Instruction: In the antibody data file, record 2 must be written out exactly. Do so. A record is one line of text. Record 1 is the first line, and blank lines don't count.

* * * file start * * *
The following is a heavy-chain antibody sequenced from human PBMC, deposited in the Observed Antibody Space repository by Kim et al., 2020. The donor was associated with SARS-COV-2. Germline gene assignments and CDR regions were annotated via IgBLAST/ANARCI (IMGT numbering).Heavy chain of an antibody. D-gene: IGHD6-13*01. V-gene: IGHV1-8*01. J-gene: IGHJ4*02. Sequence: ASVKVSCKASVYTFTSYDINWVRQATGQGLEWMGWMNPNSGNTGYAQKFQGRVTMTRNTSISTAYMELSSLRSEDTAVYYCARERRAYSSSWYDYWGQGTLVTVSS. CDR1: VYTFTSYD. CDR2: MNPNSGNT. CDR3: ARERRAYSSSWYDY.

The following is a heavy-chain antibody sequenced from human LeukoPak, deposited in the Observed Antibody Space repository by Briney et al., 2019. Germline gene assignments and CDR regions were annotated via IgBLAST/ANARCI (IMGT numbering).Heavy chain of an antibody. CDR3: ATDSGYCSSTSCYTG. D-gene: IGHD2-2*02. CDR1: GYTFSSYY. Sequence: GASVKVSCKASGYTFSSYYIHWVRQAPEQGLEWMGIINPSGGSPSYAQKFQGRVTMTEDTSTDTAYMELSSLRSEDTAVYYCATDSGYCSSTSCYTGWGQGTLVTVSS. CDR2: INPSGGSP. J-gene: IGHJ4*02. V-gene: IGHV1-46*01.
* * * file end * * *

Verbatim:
The following is a heavy-chain antibody sequenced from human LeukoPak, deposited in the Observed Antibody Space repository by Briney et al., 2019. Germline gene assignments and CDR regions were annotated via IgBLAST/ANARCI (IMGT numbering).Heavy chain of an antibody. CDR3: ATDSGYCSSTSCYTG. D-gene: IGHD2-2*02. CDR1: GYTFSSYY. Sequence: GASVKVSCKASGYTFSSYYIHWVRQAPEQGLEWMGIINPSGGSPSYAQKFQGRVTMTEDTSTDTAYMELSSLRSEDTAVYYCATDSGYCSSTSCYTGWGQGTLVTVSS. CDR2: INPSGGSP. J-gene: IGHJ4*02. V-gene: IGHV1-46*01.